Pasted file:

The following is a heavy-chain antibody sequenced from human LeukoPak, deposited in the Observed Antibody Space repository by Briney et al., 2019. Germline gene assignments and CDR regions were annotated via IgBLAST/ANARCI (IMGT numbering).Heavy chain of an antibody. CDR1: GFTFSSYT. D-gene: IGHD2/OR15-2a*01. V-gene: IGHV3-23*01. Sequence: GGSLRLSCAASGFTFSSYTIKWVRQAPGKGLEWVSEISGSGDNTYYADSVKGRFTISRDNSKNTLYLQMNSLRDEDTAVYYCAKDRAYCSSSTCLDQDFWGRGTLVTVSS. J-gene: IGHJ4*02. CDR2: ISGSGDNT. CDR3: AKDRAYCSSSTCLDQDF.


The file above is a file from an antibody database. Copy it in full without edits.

The following is a heavy-chain antibody sequenced from human LeukoPak, deposited in the Observed Antibody Space repository by Briney et al., 2019. Germline gene assignments and CDR regions were annotated via IgBLAST/ANARCI (IMGT numbering).Heavy chain of an antibody. CDR1: GFTFSSYT. D-gene: IGHD2/OR15-2a*01. V-gene: IGHV3-23*01. Sequence: GGSLRLSCAASGFTFSSYTIKWVRQAPGKGLEWVSEISGSGDNTYYADSVKGRFTISRDNSKNTLYLQMNSLRDEDTAVYYCAKDRAYCSSSTCLDQDFWGRGTLVTVSS. J-gene: IGHJ4*02. CDR2: ISGSGDNT. CDR3: AKDRAYCSSSTCLDQDF.